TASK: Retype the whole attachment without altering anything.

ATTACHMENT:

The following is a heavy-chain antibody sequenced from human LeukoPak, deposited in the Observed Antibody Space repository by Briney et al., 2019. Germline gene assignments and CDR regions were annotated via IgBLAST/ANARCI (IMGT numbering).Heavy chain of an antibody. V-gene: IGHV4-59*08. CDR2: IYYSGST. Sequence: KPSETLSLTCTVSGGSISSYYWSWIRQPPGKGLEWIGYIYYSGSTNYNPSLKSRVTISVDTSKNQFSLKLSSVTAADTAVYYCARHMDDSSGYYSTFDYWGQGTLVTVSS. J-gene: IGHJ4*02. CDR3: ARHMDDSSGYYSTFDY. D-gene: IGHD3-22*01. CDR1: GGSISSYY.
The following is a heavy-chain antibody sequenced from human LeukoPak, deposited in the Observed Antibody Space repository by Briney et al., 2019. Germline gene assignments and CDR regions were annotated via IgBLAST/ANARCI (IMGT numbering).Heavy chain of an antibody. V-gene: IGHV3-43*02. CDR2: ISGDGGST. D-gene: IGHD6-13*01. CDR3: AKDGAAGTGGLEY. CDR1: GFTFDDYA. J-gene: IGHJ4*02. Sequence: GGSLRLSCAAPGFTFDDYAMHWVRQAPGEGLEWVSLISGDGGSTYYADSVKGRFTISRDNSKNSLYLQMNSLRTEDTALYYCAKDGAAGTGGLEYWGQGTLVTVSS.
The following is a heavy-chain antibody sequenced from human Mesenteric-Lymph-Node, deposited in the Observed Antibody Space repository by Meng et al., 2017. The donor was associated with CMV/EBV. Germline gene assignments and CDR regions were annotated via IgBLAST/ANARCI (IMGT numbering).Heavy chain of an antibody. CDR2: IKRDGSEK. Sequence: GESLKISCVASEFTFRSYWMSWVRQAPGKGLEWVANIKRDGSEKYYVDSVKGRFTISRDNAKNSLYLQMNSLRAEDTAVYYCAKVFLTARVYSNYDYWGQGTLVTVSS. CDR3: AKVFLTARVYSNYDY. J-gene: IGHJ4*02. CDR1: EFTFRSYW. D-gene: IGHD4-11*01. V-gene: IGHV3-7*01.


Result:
The following is a heavy-chain antibody sequenced from human LeukoPak, deposited in the Observed Antibody Space repository by Briney et al., 2019. Germline gene assignments and CDR regions were annotated via IgBLAST/ANARCI (IMGT numbering).Heavy chain of an antibody. V-gene: IGHV4-59*08. CDR2: IYYSGST. Sequence: KPSETLSLTCTVSGGSISSYYWSWIRQPPGKGLEWIGYIYYSGSTNYNPSLKSRVTISVDTSKNQFSLKLSSVTAADTAVYYCARHMDDSSGYYSTFDYWGQGTLVTVSS. J-gene: IGHJ4*02. CDR3: ARHMDDSSGYYSTFDY. D-gene: IGHD3-22*01. CDR1: GGSISSYY.
The following is a heavy-chain antibody sequenced from human LeukoPak, deposited in the Observed Antibody Space repository by Briney et al., 2019. Germline gene assignments and CDR regions were annotated via IgBLAST/ANARCI (IMGT numbering).Heavy chain of an antibody. V-gene: IGHV3-43*02. CDR2: ISGDGGST. D-gene: IGHD6-13*01. CDR3: AKDGAAGTGGLEY. CDR1: GFTFDDYA. J-gene: IGHJ4*02. Sequence: GGSLRLSCAAPGFTFDDYAMHWVRQAPGEGLEWVSLISGDGGSTYYADSVKGRFTISRDNSKNSLYLQMNSLRTEDTALYYCAKDGAAGTGGLEYWGQGTLVTVSS.
The following is a heavy-chain antibody sequenced from human Mesenteric-Lymph-Node, deposited in the Observed Antibody Space repository by Meng et al., 2017. The donor was associated with CMV/EBV. Germline gene assignments and CDR regions were annotated via IgBLAST/ANARCI (IMGT numbering).Heavy chain of an antibody. CDR2: IKRDGSEK. Sequence: GESLKISCVASEFTFRSYWMSWVRQAPGKGLEWVANIKRDGSEKYYVDSVKGRFTISRDNAKNSLYLQMNSLRAEDTAVYYCAKVFLTARVYSNYDYWGQGTLVTVSS. CDR3: AKVFLTARVYSNYDY. J-gene: IGHJ4*02. CDR1: EFTFRSYW. D-gene: IGHD4-11*01. V-gene: IGHV3-7*01.